I listened to a report on NPR’s Marketplace program that might prompt you to rethink how you’re recruiting salespeople.
According to the report, sales is a hot, hot, hot career field right now. It’s especially hot in the fast-growing tech sector, where hiring salespeople is a top priority — almost on par with hiring the tech wizards who create the products, and just about as difficult.
Does that surprise you?
After all, it’s easy to see why software developers, app designers, server wizards and the like are in such demand. It takes years of education at top-notch universities, not to mention a certain type of intelligence, to make all those zeroes and ones do what you want them to do. Digital geniuses are in short supply.
It turns out that good tech-sales candidates are too. One reason, the report says, is that many young college grads shy away from sales careers, unsettled by the prospect of having so much of their compensation tied to results. In the long run, of course, results determine everyone’s paycheck — if that cool new app lays an egg, the company tanks and those highly paid developers are out of work. But sales is not a field that attracts risk-averse people.
An even bigger challenge, it seems, is how sales is perceived, especially among bright tech-savvy college students. They don’t want to be in a job that requires them to be “pushy.” And according to the report, that’s the word that comes to mind when students think about salespeople.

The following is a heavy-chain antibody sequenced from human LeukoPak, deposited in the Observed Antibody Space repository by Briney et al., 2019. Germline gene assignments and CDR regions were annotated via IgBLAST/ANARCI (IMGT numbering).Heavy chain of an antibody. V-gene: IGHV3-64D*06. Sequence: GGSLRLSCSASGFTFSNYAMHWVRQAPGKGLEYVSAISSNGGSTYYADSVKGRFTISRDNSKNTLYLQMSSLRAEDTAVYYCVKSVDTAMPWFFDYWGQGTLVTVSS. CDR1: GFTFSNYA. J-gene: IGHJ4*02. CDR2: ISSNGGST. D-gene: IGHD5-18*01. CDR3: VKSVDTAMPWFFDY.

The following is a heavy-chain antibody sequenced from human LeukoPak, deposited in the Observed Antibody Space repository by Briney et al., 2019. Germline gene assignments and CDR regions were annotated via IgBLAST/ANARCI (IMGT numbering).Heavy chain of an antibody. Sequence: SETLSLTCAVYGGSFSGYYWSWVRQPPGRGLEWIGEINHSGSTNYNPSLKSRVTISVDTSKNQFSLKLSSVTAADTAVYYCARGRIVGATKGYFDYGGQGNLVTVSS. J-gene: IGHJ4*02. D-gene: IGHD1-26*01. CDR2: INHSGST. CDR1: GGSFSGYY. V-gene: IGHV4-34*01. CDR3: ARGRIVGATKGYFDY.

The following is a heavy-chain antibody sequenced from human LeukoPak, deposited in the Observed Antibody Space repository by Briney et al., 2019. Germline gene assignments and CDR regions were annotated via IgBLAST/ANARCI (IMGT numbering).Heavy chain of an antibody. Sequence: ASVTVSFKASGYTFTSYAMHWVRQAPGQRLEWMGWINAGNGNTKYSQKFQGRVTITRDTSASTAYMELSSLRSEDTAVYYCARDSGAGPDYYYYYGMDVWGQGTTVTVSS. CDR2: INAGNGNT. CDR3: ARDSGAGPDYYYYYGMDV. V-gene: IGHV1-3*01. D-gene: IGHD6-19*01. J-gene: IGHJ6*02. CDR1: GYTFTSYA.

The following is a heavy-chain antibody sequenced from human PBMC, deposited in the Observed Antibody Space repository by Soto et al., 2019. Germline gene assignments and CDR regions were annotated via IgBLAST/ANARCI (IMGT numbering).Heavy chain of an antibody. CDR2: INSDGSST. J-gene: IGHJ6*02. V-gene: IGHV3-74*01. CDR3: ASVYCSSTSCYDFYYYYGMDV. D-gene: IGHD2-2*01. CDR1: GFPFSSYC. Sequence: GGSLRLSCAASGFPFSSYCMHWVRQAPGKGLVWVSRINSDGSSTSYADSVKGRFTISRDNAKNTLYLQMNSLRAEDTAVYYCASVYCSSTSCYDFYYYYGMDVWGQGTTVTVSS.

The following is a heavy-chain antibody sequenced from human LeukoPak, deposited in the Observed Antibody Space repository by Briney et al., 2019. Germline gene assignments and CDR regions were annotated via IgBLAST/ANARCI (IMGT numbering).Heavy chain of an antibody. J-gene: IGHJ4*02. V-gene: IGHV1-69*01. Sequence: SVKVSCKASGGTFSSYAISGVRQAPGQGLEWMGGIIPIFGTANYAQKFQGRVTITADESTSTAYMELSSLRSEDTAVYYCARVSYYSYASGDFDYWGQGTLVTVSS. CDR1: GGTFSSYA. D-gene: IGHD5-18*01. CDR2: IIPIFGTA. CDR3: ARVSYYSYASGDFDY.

That stereotype, of course, has nothing to do with the actual business of sales, unless you’re still going door to door selling vacuum cleaners or encyclopedias. In our Selling Essentials training program, for example, we cite tons of research showing that pushiness is one of the least effective ways to get a sale. When buyers feel pushed, they push back. Salespeople are much more likely to be successful by acknowledging — to themselves and to customers — that the buyer is in control.
The salesperson’s job isn’t to strong-arm an unwilling buyer into coughing up cash. It’s to help buyers arrive at a good decision — one that serves the interests of buyer and seller. In the tech sector, the proposition is the same: Buyers deserve great technology, companies deserve to get paid for providing it, and salespeople make that exchange possible. Their number-one job is to offer good value at a fair price — just like a killer app or a $10,000 watch.
There’s an important role in all of this for those of us involved in recruiting and training salespeople. We need to take every opportunity to dispel the Willy Loman/Glengarry Glen Ross view of the profession, especially among younger folks who are still deciding where they want their career to take them. We need to kill those stereotypes and replace them with a more realistic perspective on sales.
Which is why, when people who know nothing about sales inform me that salespeople are pushy, I reply: “Only the unsuccessful ones.”
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